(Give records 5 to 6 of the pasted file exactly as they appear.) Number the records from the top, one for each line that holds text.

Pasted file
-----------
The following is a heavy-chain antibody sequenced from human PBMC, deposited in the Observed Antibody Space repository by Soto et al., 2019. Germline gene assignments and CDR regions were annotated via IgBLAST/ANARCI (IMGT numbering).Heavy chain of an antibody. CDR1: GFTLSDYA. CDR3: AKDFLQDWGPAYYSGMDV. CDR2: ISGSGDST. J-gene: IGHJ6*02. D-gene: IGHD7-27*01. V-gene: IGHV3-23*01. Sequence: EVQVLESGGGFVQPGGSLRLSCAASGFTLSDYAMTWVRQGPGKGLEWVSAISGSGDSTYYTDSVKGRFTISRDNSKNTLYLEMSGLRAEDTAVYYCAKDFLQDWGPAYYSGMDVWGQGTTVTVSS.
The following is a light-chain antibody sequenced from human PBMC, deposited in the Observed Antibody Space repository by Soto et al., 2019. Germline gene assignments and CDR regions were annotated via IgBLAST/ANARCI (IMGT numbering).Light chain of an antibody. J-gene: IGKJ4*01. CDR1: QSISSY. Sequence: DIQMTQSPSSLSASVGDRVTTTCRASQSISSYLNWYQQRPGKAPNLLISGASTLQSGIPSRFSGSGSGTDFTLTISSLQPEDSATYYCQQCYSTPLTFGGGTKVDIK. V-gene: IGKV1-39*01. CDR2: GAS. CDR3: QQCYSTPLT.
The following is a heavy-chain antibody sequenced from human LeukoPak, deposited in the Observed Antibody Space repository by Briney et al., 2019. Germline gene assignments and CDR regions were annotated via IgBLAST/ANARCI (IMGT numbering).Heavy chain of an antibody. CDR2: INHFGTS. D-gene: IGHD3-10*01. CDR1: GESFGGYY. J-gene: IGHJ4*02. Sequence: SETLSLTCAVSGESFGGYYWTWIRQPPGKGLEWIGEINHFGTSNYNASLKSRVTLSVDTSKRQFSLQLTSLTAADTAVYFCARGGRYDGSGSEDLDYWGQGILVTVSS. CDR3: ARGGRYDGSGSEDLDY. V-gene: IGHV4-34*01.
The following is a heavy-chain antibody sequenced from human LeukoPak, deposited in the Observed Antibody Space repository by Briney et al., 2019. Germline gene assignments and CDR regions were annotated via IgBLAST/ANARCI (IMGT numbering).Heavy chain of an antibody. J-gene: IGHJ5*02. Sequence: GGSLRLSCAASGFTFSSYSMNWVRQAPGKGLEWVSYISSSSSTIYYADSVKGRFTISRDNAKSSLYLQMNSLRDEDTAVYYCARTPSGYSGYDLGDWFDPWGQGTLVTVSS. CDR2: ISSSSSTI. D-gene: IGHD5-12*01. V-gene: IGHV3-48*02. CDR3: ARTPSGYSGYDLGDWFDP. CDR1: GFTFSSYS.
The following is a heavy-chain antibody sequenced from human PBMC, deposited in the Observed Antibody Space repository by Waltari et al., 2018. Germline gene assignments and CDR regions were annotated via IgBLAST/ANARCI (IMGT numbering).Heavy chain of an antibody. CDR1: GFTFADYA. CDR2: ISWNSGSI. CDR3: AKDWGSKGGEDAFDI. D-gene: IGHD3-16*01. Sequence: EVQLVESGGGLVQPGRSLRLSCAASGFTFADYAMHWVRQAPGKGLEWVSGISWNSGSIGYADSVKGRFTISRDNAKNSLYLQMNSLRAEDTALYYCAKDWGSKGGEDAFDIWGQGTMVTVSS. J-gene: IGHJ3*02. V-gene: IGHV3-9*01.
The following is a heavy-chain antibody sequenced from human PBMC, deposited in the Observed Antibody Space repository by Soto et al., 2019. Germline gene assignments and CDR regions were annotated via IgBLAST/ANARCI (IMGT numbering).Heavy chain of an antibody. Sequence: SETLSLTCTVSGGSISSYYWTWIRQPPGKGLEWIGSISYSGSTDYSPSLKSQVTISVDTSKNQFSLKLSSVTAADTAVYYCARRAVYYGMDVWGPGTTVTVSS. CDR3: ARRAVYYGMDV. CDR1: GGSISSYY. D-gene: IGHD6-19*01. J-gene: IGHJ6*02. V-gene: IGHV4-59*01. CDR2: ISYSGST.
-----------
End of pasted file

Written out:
The following is a heavy-chain antibody sequenced from human PBMC, deposited in the Observed Antibody Space repository by Waltari et al., 2018. Germline gene assignments and CDR regions were annotated via IgBLAST/ANARCI (IMGT numbering).Heavy chain of an antibody. CDR1: GFTFADYA. CDR2: ISWNSGSI. CDR3: AKDWGSKGGEDAFDI. D-gene: IGHD3-16*01. Sequence: EVQLVESGGGLVQPGRSLRLSCAASGFTFADYAMHWVRQAPGKGLEWVSGISWNSGSIGYADSVKGRFTISRDNAKNSLYLQMNSLRAEDTALYYCAKDWGSKGGEDAFDIWGQGTMVTVSS. J-gene: IGHJ3*02. V-gene: IGHV3-9*01.
The following is a heavy-chain antibody sequenced from human PBMC, deposited in the Observed Antibody Space repository by Soto et al., 2019. Germline gene assignments and CDR regions were annotated via IgBLAST/ANARCI (IMGT numbering).Heavy chain of an antibody. Sequence: SETLSLTCTVSGGSISSYYWTWIRQPPGKGLEWIGSISYSGSTDYSPSLKSQVTISVDTSKNQFSLKLSSVTAADTAVYYCARRAVYYGMDVWGPGTTVTVSS. CDR3: ARRAVYYGMDV. CDR1: GGSISSYY. D-gene: IGHD6-19*01. J-gene: IGHJ6*02. V-gene: IGHV4-59*01. CDR2: ISYSGST.